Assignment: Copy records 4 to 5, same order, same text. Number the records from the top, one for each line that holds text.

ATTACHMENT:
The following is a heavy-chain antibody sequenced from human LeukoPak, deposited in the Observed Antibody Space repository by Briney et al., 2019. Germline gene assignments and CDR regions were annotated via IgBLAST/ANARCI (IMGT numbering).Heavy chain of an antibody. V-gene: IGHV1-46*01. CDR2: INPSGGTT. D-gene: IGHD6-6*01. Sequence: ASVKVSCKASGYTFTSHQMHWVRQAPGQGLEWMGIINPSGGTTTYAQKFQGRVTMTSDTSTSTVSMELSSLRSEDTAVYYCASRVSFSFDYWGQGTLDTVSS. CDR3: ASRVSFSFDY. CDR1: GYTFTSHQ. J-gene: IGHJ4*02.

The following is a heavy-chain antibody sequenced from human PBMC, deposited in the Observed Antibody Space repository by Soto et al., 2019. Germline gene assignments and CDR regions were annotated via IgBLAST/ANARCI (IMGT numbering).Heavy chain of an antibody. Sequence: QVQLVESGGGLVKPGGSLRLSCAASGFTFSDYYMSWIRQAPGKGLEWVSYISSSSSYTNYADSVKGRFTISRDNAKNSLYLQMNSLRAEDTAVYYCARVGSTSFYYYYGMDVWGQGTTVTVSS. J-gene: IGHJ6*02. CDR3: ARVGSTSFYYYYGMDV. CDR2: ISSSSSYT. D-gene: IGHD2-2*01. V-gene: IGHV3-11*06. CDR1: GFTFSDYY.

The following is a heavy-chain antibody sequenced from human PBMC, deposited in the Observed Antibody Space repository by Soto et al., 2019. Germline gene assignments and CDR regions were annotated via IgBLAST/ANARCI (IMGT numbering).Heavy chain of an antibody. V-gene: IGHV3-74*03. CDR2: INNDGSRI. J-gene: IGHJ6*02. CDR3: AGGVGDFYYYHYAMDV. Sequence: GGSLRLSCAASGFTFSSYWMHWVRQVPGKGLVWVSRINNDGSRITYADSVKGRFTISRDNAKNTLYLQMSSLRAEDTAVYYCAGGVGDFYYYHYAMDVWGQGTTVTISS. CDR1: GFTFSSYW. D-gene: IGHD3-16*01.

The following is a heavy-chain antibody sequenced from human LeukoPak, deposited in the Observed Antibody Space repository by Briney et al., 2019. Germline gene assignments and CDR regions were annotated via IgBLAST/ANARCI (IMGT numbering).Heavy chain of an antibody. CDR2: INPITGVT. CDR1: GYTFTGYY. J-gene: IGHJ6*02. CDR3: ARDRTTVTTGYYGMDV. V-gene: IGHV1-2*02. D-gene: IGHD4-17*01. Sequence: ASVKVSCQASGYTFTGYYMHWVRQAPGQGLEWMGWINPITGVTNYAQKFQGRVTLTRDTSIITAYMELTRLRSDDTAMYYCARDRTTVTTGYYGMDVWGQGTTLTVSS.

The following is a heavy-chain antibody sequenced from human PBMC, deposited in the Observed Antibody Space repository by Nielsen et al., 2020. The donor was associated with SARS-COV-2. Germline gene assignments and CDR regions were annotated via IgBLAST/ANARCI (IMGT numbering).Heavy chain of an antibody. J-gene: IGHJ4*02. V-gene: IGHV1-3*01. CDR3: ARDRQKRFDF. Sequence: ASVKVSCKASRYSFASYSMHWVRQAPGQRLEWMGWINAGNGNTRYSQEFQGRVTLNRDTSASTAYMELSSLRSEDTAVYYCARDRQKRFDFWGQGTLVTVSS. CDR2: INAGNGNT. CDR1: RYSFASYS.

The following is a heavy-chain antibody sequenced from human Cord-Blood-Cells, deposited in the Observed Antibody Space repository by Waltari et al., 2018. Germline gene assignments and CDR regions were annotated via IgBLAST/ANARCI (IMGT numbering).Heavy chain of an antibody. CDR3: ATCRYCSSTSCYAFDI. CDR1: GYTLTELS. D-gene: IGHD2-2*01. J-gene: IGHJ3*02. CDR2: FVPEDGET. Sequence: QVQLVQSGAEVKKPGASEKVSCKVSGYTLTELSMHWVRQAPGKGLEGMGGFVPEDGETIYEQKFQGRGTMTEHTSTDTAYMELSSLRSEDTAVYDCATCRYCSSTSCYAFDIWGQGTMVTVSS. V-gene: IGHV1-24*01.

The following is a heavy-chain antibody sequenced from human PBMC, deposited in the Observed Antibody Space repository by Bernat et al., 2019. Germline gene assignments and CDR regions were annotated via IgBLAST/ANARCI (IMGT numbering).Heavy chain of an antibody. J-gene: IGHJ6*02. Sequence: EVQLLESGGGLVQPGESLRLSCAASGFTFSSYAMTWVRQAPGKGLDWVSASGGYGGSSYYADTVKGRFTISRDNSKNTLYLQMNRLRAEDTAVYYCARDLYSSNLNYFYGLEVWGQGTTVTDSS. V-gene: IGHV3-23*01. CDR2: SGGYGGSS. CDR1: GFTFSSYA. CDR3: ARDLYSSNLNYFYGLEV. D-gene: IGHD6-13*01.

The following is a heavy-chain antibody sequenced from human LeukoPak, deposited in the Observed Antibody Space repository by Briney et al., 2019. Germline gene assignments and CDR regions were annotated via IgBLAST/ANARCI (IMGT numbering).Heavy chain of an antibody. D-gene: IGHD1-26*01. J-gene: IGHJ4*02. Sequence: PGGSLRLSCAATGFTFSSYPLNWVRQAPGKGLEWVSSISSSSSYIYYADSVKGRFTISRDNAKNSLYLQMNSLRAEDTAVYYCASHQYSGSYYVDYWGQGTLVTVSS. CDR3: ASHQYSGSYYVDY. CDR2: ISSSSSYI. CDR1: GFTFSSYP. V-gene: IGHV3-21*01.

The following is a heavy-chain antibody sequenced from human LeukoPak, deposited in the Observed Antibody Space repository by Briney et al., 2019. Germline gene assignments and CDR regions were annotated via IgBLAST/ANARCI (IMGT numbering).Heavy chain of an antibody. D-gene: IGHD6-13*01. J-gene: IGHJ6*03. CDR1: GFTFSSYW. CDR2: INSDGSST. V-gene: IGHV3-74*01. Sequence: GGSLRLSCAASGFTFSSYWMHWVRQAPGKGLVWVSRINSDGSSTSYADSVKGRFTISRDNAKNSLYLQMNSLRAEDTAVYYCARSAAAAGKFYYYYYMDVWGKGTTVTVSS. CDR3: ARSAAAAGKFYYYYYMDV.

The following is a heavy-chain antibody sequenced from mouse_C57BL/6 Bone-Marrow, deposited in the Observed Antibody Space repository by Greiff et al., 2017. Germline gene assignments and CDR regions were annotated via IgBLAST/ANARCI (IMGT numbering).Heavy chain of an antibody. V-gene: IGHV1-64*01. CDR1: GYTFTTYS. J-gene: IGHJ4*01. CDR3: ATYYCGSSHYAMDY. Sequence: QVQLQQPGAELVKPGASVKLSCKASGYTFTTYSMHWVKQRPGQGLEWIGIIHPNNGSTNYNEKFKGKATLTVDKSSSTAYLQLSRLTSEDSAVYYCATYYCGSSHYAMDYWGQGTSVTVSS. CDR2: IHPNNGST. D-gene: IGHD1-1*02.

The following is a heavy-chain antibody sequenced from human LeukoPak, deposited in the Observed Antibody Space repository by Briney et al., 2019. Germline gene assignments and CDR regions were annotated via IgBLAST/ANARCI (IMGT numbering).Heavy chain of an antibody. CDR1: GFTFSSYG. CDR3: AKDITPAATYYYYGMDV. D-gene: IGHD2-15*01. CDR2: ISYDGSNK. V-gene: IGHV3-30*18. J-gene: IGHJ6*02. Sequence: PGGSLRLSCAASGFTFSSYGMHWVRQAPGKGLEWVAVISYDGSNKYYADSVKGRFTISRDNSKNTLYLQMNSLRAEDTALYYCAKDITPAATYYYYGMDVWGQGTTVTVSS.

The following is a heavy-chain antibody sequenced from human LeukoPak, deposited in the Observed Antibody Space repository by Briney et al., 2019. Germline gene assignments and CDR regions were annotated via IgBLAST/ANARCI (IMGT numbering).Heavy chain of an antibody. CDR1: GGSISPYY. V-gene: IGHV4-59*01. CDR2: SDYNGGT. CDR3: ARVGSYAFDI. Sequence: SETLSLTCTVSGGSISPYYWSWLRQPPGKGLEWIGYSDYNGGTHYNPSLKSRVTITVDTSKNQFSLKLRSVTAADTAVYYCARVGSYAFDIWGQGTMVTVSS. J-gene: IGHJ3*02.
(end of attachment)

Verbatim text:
The following is a heavy-chain antibody sequenced from human LeukoPak, deposited in the Observed Antibody Space repository by Briney et al., 2019. Germline gene assignments and CDR regions were annotated via IgBLAST/ANARCI (IMGT numbering).Heavy chain of an antibody. CDR2: INPITGVT. CDR1: GYTFTGYY. J-gene: IGHJ6*02. CDR3: ARDRTTVTTGYYGMDV. V-gene: IGHV1-2*02. D-gene: IGHD4-17*01. Sequence: ASVKVSCQASGYTFTGYYMHWVRQAPGQGLEWMGWINPITGVTNYAQKFQGRVTLTRDTSIITAYMELTRLRSDDTAMYYCARDRTTVTTGYYGMDVWGQGTTLTVSS.

The following is a heavy-chain antibody sequenced from human PBMC, deposited in the Observed Antibody Space repository by Nielsen et al., 2020. The donor was associated with SARS-COV-2. Germline gene assignments and CDR regions were annotated via IgBLAST/ANARCI (IMGT numbering).Heavy chain of an antibody. J-gene: IGHJ4*02. V-gene: IGHV1-3*01. CDR3: ARDRQKRFDF. Sequence: ASVKVSCKASRYSFASYSMHWVRQAPGQRLEWMGWINAGNGNTRYSQEFQGRVTLNRDTSASTAYMELSSLRSEDTAVYYCARDRQKRFDFWGQGTLVTVSS. CDR2: INAGNGNT. CDR1: RYSFASYS.